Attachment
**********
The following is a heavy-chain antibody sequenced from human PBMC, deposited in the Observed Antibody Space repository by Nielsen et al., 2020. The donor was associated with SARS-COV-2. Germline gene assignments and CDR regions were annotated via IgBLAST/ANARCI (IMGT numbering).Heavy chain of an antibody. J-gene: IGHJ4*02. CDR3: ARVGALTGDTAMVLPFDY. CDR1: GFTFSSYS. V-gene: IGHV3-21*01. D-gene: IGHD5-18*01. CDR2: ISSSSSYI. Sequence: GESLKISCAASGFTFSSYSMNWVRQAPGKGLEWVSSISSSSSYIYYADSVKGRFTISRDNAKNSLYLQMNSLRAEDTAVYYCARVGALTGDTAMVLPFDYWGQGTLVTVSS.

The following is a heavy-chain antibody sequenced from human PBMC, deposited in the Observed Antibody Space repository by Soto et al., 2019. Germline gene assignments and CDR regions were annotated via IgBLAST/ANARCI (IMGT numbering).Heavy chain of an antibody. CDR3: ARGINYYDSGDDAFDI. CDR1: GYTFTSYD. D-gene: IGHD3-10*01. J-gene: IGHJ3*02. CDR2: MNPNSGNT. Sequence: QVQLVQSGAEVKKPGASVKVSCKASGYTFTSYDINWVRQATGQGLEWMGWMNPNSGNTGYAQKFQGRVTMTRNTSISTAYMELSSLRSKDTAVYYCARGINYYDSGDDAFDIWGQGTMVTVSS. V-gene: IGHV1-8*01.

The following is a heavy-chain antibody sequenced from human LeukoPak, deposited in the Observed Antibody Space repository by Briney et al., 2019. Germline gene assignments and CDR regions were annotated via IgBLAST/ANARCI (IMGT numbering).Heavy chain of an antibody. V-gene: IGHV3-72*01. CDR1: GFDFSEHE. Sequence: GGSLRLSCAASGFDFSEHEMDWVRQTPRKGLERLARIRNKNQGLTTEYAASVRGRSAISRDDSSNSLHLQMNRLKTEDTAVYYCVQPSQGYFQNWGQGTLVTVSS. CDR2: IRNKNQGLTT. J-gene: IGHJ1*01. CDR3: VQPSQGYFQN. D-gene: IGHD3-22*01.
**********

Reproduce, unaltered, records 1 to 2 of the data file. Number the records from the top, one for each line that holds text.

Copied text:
The following is a heavy-chain antibody sequenced from human PBMC, deposited in the Observed Antibody Space repository by Nielsen et al., 2020. The donor was associated with SARS-COV-2. Germline gene assignments and CDR regions were annotated via IgBLAST/ANARCI (IMGT numbering).Heavy chain of an antibody. J-gene: IGHJ4*02. CDR3: ARVGALTGDTAMVLPFDY. CDR1: GFTFSSYS. V-gene: IGHV3-21*01. D-gene: IGHD5-18*01. CDR2: ISSSSSYI. Sequence: GESLKISCAASGFTFSSYSMNWVRQAPGKGLEWVSSISSSSSYIYYADSVKGRFTISRDNAKNSLYLQMNSLRAEDTAVYYCARVGALTGDTAMVLPFDYWGQGTLVTVSS.

The following is a heavy-chain antibody sequenced from human PBMC, deposited in the Observed Antibody Space repository by Soto et al., 2019. Germline gene assignments and CDR regions were annotated via IgBLAST/ANARCI (IMGT numbering).Heavy chain of an antibody. CDR3: ARGINYYDSGDDAFDI. CDR1: GYTFTSYD. D-gene: IGHD3-10*01. J-gene: IGHJ3*02. CDR2: MNPNSGNT. Sequence: QVQLVQSGAEVKKPGASVKVSCKASGYTFTSYDINWVRQATGQGLEWMGWMNPNSGNTGYAQKFQGRVTMTRNTSISTAYMELSSLRSKDTAVYYCARGINYYDSGDDAFDIWGQGTMVTVSS. V-gene: IGHV1-8*01.